In his 1860 lecture, “Discoveries and Inventions,” Abraham Lincoln added, “Of all the forces of nature, I should think the wind contains the largest amount of . . . power to move things . . . . As yet, [however,] the wind is an untamed and unharnessed force . . . .”

It’s hard to imagine us ever really “harnessing” the wind, and winds will always change, but change, of course, is always with us, no matter what we do—no matter what our source of energy—and, as poet Christina Rossetti once wrote, “Neither you nor I [have seen the wind], but when the trees bow down their heads, [we know] the wind is passing by.” Bowing to the power of the wind, we seek not to control it but to allow it to control us and in so doing, to serve our interests, as well as its own. In a sense, our human windmills—even these sleek new turbines—are but modern shrines to the uncontrollable but potentially productive force of the wind.

And so, this evening, let’s reflect on the power of the wind and our new wind energy technologies through a program of acoustic and electronic music entitled “Wind Shrines.” We begin with these warm, windswept textures by Kevin Kendle from Pure Dreaming. Later, we’ll hear two airy desert soundscapes by Rudy Adrian from Desert Realms; graceful, Asian-influenced music by Deuter from Spiritual Healing; more tranquil, Asian-flavored ambience by Michelle Ippolito from In the Clouds; the short, delicate title track to Timothy Cooper’s East Wind; a somewhat dramatic tribute to Spring by Ludovico Einaudi from his Live in Berlin collection; a short piano piece by Fiona Joy Hawkins from Blue Dream; and another airy track from Michelle Ippolito’s In the Clouds.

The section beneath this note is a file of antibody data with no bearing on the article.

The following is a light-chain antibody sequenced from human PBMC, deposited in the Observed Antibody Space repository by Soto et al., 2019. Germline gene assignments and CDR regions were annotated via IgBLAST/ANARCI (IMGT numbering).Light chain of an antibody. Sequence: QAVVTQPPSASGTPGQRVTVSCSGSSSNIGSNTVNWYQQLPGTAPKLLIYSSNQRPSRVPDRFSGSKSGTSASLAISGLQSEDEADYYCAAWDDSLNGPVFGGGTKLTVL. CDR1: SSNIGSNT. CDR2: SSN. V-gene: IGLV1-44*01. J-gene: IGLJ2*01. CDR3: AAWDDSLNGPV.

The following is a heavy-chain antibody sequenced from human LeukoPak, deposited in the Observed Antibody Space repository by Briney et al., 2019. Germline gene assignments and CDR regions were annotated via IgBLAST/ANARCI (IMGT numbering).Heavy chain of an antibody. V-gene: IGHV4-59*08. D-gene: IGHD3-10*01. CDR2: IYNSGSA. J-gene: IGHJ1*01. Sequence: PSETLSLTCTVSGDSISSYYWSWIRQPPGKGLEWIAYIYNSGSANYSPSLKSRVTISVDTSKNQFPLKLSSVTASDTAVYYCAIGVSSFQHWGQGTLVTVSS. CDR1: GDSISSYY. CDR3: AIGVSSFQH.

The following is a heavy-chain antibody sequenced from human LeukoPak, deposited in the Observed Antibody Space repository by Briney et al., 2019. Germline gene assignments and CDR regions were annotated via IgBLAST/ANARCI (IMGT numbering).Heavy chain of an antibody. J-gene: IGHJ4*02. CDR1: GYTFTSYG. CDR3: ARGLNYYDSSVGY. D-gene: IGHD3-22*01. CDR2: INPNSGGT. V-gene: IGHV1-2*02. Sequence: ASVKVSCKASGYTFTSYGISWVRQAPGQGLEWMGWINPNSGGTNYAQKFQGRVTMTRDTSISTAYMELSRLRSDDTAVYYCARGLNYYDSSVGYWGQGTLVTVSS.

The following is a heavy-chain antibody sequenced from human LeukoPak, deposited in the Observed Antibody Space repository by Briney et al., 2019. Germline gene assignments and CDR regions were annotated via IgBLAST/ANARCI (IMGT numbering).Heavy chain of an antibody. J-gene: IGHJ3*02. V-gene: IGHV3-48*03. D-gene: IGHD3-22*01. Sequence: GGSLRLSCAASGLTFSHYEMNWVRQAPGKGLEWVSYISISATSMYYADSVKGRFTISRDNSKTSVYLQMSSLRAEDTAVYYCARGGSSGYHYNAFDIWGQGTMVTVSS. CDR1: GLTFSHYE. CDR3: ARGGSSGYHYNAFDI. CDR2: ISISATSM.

We’re contemplating and, you might say, exalting the wind on our program tonight, especially its potential as an energy resource and the new technologies at work to generate that energy, the new wind turbines that go to make up our new wind farms, “Wind Shrines,” if you will, symbols of our reverence for a force always with us and always moving us Beyond the Lakes.

Kevin Kendle – Pure Dreaming – New World Music – 2001
Rudy Adrian – Desert Realms – Lotuspike – 2008
“Desert Realms”
“Of Clouds and Mountains”